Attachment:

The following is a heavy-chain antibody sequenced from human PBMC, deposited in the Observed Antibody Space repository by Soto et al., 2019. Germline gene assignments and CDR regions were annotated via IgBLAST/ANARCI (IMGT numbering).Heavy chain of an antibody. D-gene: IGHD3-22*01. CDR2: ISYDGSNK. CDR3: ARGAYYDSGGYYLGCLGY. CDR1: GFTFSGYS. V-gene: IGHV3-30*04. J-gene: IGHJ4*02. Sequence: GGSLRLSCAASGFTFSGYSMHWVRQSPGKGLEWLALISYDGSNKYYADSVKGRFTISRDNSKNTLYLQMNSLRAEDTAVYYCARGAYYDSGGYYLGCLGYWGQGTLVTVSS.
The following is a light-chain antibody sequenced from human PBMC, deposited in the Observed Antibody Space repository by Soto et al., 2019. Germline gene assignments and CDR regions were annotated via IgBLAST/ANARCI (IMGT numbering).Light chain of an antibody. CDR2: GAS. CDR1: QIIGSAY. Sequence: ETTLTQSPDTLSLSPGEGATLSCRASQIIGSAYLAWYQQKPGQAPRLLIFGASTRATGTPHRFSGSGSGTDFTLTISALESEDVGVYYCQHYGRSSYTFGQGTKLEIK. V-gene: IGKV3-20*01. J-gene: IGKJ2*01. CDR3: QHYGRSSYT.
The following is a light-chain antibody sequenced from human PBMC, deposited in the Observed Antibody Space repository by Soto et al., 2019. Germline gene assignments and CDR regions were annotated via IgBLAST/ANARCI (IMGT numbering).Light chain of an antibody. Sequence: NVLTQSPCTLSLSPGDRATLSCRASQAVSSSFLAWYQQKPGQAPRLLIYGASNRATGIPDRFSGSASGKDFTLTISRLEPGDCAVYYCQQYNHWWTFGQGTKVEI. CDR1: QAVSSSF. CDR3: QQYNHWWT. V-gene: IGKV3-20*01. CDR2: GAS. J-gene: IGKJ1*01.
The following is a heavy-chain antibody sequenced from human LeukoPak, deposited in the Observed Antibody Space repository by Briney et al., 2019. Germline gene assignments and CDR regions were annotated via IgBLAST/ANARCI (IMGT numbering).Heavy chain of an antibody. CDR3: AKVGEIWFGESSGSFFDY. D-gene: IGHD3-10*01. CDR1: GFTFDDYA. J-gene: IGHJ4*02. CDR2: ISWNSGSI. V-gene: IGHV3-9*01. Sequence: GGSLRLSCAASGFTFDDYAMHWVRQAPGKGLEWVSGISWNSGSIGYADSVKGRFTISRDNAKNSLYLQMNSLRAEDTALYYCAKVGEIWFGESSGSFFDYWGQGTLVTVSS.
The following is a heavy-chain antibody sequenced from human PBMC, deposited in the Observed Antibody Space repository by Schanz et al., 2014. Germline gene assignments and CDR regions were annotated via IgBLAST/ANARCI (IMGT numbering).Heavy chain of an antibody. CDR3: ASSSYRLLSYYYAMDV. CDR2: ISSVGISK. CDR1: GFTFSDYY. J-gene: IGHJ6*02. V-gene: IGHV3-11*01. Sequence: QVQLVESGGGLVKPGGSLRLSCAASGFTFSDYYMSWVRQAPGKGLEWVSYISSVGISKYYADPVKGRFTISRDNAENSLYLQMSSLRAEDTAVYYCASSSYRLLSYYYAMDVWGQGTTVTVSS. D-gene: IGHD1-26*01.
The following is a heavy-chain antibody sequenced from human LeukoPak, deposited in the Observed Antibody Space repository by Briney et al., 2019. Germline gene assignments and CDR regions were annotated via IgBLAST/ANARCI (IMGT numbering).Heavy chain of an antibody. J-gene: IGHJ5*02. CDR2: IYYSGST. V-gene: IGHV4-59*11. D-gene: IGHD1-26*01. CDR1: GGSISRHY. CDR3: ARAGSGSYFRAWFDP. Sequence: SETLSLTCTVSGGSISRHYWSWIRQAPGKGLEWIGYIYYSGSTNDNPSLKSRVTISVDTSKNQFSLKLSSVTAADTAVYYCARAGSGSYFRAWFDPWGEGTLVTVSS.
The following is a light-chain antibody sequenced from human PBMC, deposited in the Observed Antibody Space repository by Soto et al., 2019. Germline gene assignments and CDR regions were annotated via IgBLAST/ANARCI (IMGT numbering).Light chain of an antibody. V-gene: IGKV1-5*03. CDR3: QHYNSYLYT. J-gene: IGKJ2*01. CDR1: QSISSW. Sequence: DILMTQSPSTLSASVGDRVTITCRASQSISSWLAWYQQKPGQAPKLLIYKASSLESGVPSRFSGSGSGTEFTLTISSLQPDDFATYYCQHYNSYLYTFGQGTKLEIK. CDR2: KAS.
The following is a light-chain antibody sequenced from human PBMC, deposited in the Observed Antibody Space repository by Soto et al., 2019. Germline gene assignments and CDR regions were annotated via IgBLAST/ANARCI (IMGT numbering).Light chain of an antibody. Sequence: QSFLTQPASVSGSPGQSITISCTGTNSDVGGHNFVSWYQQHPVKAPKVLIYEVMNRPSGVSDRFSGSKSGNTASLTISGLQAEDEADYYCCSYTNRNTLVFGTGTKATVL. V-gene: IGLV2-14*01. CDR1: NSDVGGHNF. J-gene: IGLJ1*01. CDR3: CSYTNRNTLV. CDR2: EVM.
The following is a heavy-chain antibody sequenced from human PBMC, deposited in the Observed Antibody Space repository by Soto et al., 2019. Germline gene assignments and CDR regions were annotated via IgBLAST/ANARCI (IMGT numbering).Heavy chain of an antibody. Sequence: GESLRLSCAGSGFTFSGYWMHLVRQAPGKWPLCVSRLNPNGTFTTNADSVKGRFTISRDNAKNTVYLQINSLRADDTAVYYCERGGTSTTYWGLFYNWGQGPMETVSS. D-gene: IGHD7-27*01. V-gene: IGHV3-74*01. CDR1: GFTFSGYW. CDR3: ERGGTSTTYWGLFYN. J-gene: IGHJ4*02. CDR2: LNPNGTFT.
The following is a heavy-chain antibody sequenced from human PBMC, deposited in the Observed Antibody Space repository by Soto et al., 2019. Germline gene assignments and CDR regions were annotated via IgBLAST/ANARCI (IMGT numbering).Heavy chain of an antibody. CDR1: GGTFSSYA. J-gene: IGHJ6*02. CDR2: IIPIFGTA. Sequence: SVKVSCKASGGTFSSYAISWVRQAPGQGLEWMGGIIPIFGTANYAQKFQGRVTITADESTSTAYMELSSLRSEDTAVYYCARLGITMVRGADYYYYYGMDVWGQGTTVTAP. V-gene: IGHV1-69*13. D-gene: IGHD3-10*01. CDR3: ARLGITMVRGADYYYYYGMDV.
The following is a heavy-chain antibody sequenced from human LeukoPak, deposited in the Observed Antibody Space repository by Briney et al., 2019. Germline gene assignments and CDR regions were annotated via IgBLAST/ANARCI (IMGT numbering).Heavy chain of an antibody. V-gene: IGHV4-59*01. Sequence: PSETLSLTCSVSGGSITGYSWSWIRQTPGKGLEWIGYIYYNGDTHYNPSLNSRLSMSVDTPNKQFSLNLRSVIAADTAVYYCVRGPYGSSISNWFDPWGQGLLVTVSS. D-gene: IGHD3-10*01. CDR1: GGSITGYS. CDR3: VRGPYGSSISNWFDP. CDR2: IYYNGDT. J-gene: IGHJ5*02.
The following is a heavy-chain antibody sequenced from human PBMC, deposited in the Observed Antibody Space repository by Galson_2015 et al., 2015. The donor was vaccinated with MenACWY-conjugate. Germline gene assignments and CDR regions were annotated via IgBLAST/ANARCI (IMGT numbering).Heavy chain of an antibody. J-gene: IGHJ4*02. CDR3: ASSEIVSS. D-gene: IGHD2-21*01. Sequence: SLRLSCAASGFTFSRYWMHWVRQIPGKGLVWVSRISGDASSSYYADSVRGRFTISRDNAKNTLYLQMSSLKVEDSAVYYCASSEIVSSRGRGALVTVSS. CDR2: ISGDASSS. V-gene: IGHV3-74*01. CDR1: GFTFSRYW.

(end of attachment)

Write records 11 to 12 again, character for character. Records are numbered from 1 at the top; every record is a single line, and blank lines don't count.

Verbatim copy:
The following is a heavy-chain antibody sequenced from human LeukoPak, deposited in the Observed Antibody Space repository by Briney et al., 2019. Germline gene assignments and CDR regions were annotated via IgBLAST/ANARCI (IMGT numbering).Heavy chain of an antibody. V-gene: IGHV4-59*01. Sequence: PSETLSLTCSVSGGSITGYSWSWIRQTPGKGLEWIGYIYYNGDTHYNPSLNSRLSMSVDTPNKQFSLNLRSVIAADTAVYYCVRGPYGSSISNWFDPWGQGLLVTVSS. D-gene: IGHD3-10*01. CDR1: GGSITGYS. CDR3: VRGPYGSSISNWFDP. CDR2: IYYNGDT. J-gene: IGHJ5*02.
The following is a heavy-chain antibody sequenced from human PBMC, deposited in the Observed Antibody Space repository by Galson_2015 et al., 2015. The donor was vaccinated with MenACWY-conjugate. Germline gene assignments and CDR regions were annotated via IgBLAST/ANARCI (IMGT numbering).Heavy chain of an antibody. J-gene: IGHJ4*02. CDR3: ASSEIVSS. D-gene: IGHD2-21*01. Sequence: SLRLSCAASGFTFSRYWMHWVRQIPGKGLVWVSRISGDASSSYYADSVRGRFTISRDNAKNTLYLQMSSLKVEDSAVYYCASSEIVSSRGRGALVTVSS. CDR2: ISGDASSS. V-gene: IGHV3-74*01. CDR1: GFTFSRYW.